Newswise — In practice, policy and education, oral health care and primary health care have traditionally been considered separate. In an effort to change that, a group of public health dentists has issued recommendations on improving the integration of the two with a goal to influence policymakers, clinicians, educators and health researchers.
In a paper, commissioned by the National Academies of Sciences, Engineering and Medicine’s Roundtable on Health Literacy, experts found that additional work is needed to integrate primary care and oral health to provide more comprehensive and improved access to care.
The authors, from the UCLA School of Dentistry and the University of North Carolina, also found that the amount of time devoted to oral health in health-professional training programs remains low and topics are limited.
“One of the biggest takeaways from our analysis was that the integration of primary care and oral health care is still in its early stages — with little guidance and support from professional associations, governing bodies and policymakers,” said the lead co-author, Dr. Kathryn Atchison, professor of public health at the UCLA School of Dentistry and the Fielding School of Public Health. “We see this report as a blueprint for policymakers to better understand what is needed to best serve the public in the rapidly changing health care delivery system.”
The report outlines 21 recommendations, including:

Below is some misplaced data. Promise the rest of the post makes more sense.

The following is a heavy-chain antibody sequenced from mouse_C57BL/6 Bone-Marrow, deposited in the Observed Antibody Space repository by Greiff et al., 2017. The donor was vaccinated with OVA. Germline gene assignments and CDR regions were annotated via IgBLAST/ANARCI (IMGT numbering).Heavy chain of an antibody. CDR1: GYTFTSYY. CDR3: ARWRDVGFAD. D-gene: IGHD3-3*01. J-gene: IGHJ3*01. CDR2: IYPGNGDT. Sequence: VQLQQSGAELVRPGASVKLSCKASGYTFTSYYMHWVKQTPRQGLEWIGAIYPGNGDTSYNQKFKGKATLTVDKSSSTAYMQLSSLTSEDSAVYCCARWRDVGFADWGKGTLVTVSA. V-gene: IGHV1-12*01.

- Applying a comprehensive framework that includes integration theory, oral health and primary care — with attention to health literacy — into practice, education, research and policymaking
- Prioritizing oral health promotion and disease prevention in integration activities to reduce health disparities
- Exploring the best ways to establish formal collaboration and referral networks among health care systems, medical practices and dental practices in local regions
- Developing and refining quality-of-care metrics that include the degree of integration between primary care and oral health
Two examples of the experts’ recommendations already in practice are the UCLA–First 5 LA Children's Dental Care Program, established in 2012 by Dr. Jim Crall; and UCLA Dentistry’s Infant Oral Care Program, initiated in 2009 by Dr. Francisco Ramos-Gomez. Both initiatives are designed to offer educational programs to care providers with a goal to provide preventative oral health services to children and improve oral health care.
“Integration must be at the forefront of policymakers’ and educators’ minds in order to best prepare health care professionals to treat the general population,” said Dr. Paul Krebsbach, dean of the UCLA School of Dentistry.
Report collaborators include Dr. R. Gary Rozier, professor of health policy and management at the University of North Carolina Gillings School of Global Public Health, and Dr. Jane Weintraub, distinguished professor at the University of North Carolina School of Dentistry.